Book Review: The Truth About Leadership

Given my attraction to both issues of truth and leadership, I couldn't resist getting this book on my iPad, though, in fact, Kouzes and Posner are established leadership authors, and their book from the 1980s, The Leadership Challenge, was always one of my favorites. It talked about encouraging the heart, sharing power with others, learning from your mistakes, and challenging the status quo.

Their new book, The Truth About Leadership: The No-fads Heart-of-the-matter Facts You Need to know is really their look back at the last 20 years since publishing the Leadership Challenge. They have continued to do a lot of research based on the conclusions from that first volume, and based on that, they came up with ten "truths" about leadership.

They aren't that different from the five "fundamental practices" from their first volume, though I think they emphasize different things this time around. This one seems to emphasize trust more, with one truth about trust and another one about credibility. By the way, in their years of research, when they asked people to identify characteristics of admired leaders, "honest" was the highest ranking (85% chose it). Though they talked about encouraging the heart last time, this time they talk more explicitly about love, which I like. 

Leaders are in love: in love with leading, in love with their organizations' products and services, and in love with people.

So I like what they are saying, but I do have one disappointment with the book, and that is it is rooted (like most leadership books) in the notion of individual leadership. It is written for individuals who are in positions of authority in organizations or aspire to be. Now, there is nothing wrong with helping these individuals be more effective in their organizations, and the advice in this book will do that. But I think leadership is about developing the whole system's capacity, and if we reserve it only for the people at the top of the chart, we're wasting potential.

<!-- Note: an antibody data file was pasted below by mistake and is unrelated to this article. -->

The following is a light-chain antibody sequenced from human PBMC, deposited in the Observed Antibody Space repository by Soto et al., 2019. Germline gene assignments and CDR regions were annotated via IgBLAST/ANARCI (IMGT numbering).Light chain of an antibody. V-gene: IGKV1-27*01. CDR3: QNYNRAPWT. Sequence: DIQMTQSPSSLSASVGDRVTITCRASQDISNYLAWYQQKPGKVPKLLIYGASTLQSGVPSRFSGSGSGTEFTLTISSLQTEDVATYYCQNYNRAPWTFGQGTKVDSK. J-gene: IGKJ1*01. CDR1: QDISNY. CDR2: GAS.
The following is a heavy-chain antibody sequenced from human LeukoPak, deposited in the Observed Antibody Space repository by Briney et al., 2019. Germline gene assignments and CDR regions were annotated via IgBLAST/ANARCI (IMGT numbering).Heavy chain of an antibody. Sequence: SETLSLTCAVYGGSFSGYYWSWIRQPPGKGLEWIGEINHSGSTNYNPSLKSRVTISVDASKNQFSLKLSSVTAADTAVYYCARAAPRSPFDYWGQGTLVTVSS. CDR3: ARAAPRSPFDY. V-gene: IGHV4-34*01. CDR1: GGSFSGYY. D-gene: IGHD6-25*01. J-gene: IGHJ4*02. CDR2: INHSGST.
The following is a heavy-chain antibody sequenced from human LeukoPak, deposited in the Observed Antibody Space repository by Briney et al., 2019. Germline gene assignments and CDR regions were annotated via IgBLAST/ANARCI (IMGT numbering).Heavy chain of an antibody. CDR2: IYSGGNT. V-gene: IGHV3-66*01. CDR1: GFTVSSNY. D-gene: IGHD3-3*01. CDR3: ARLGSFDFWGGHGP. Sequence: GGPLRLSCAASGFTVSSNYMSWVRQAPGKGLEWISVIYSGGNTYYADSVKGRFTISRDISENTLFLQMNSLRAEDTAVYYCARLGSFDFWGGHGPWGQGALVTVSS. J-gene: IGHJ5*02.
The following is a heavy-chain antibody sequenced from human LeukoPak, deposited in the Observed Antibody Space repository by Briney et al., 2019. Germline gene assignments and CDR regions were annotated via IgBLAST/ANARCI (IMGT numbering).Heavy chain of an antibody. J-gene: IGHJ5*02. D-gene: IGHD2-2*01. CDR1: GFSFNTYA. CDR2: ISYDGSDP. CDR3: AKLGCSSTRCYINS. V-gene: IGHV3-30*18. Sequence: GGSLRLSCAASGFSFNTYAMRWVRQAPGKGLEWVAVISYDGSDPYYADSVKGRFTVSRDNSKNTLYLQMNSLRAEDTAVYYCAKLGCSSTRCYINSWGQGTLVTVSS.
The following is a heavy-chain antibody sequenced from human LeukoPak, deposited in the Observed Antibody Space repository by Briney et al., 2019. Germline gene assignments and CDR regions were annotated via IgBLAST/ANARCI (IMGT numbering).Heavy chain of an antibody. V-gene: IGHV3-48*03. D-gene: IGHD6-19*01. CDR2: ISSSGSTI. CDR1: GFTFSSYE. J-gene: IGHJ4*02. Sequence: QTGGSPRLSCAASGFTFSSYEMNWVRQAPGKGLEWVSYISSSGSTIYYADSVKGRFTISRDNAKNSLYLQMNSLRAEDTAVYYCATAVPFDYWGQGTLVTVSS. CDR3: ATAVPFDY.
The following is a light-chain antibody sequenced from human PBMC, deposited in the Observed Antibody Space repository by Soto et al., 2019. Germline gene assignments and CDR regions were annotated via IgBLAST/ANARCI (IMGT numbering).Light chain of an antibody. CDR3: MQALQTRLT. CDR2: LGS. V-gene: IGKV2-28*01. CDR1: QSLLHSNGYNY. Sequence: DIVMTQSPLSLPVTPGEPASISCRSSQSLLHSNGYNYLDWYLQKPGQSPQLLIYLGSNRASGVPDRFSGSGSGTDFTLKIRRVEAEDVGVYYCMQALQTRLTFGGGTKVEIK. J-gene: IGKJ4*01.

At the beginning of the book, they said this:

Leadership is a demanding, noble discipline not to be entered into frivolously or casually.

No! Okay, maybe not frivolously, but the idea that leadership is somehow "above" most of us I think is a real problem. I want leadership to be casual, in the sense that it is a normal part of living. Leadership is a part of your day, wherever you are in your organization. Yes, we should take it seriously, but I worry about calling it a noble discipline because it reinforces the idea that it is beyond me–that it is NOT my responsibility.

Still, this is a good book and worth reading and will help you think more clearly about how you can practice leadership in your system more effectively.


  1. 23.11.2010 at 9:29 am

    Jamie, This is why the first book was so powerful – because the five practices could be literally practiced by anyone. It turned leadership position into leadership behavior. From your description it seems the authors are going away from that model-which is unfortunate because I think that’s what made The Leadership Challenge such a great teaching tool.

  2. 23.11.2010 at 9:47 am

    Jamie, this is near the top of my stack, but I will share your disappointment id they’ve skewed this towards positional leadership, Their long=time definition—”Leadership is the art of mobilizing others to want to struggle for shared aspirations.”—has always appealed to me because it wasn’t limited to leadership by position. Thanks for your review.